In Asia, solvents are generally sold in glass beer bottles with plastic stoppers. It works well, though there is some diffusion through the stopper. Not enough to smell, unless you're storing something like HCl. If you can get stoppers and glass bottles, it's the cheapest solution.
Next, I can give some rules of thumb for plastic, since I find grfrazee's answer to be a bit too conservative. The plastic bottles you'll have available are are acrylic, HDPE, LDPE, PET, or PP. Don't put solvents in acrylic. PET should generally only hold alcohol or white spirits (naphtha/lighter fluid/paint thinner). Alcohol, along with the other oxygenated solvents like acetone and MEK, seem to keep okay when they're stored in LDPE. However, the more nonpolar hydrocarbons (xylene, naphtha, paint thinner) slowly diffuse through the sides of LDPE bottles and escape. Lighter fluid is sold in HDPE, so the rate of diffusion of white spirits through HDPE should be acceptable. On paper, HDPE and PP are generally better than LDPE. So in short, polyethylene/polypropylene are your cheap choice. Oxygenated solvents will stay in anything without diffusing through the plastic too quickly in summer. Chemical compatibility charts claim the plastic will weaken, but it won't dissolve.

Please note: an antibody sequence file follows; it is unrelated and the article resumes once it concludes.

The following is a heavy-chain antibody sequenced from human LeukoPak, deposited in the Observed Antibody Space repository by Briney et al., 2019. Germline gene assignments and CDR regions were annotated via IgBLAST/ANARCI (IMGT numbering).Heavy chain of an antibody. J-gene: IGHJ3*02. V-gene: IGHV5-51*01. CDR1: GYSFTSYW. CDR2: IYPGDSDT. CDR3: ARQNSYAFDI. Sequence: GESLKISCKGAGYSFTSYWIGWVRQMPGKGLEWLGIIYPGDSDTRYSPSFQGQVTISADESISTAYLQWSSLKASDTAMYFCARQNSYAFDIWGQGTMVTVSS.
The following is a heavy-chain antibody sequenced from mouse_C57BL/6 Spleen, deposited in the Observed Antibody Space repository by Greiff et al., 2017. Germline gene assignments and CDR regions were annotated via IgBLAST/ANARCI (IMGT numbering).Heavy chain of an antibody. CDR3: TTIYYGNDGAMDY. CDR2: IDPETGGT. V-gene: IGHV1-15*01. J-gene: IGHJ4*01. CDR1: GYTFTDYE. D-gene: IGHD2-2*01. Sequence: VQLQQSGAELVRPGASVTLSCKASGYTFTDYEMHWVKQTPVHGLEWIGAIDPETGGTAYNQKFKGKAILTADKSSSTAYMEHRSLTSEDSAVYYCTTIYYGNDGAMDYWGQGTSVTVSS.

I haven't used turpentine, but it's normally similar to white spirits. I would not store xylene/toluene, methylene chloride, or lacquer thinner in any plastic bottle that is not specifically made for solvents.